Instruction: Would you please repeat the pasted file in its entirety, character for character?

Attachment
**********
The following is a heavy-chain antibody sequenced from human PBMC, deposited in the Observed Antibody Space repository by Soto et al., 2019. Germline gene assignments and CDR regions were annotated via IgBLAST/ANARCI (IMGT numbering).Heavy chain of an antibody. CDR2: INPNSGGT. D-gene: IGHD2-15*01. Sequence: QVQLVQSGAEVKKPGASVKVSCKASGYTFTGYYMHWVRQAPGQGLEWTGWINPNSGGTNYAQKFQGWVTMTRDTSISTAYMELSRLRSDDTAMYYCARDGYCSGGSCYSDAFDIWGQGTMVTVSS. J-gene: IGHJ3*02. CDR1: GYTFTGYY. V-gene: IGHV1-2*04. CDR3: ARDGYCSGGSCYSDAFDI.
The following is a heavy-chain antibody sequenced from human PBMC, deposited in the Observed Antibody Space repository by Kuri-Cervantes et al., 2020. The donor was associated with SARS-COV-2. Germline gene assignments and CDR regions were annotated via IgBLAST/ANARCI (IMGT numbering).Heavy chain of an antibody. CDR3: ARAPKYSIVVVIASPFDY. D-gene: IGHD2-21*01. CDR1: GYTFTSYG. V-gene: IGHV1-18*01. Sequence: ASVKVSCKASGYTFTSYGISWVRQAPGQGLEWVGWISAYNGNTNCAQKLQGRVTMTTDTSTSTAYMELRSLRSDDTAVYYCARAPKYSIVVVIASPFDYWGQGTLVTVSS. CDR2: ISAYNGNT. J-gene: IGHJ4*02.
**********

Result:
The following is a heavy-chain antibody sequenced from human PBMC, deposited in the Observed Antibody Space repository by Soto et al., 2019. Germline gene assignments and CDR regions were annotated via IgBLAST/ANARCI (IMGT numbering).Heavy chain of an antibody. CDR2: INPNSGGT. D-gene: IGHD2-15*01. Sequence: QVQLVQSGAEVKKPGASVKVSCKASGYTFTGYYMHWVRQAPGQGLEWTGWINPNSGGTNYAQKFQGWVTMTRDTSISTAYMELSRLRSDDTAMYYCARDGYCSGGSCYSDAFDIWGQGTMVTVSS. J-gene: IGHJ3*02. CDR1: GYTFTGYY. V-gene: IGHV1-2*04. CDR3: ARDGYCSGGSCYSDAFDI.
The following is a heavy-chain antibody sequenced from human PBMC, deposited in the Observed Antibody Space repository by Kuri-Cervantes et al., 2020. The donor was associated with SARS-COV-2. Germline gene assignments and CDR regions were annotated via IgBLAST/ANARCI (IMGT numbering).Heavy chain of an antibody. CDR3: ARAPKYSIVVVIASPFDY. D-gene: IGHD2-21*01. CDR1: GYTFTSYG. V-gene: IGHV1-18*01. Sequence: ASVKVSCKASGYTFTSYGISWVRQAPGQGLEWVGWISAYNGNTNCAQKLQGRVTMTTDTSTSTAYMELRSLRSDDTAVYYCARAPKYSIVVVIASPFDYWGQGTLVTVSS. CDR2: ISAYNGNT. J-gene: IGHJ4*02.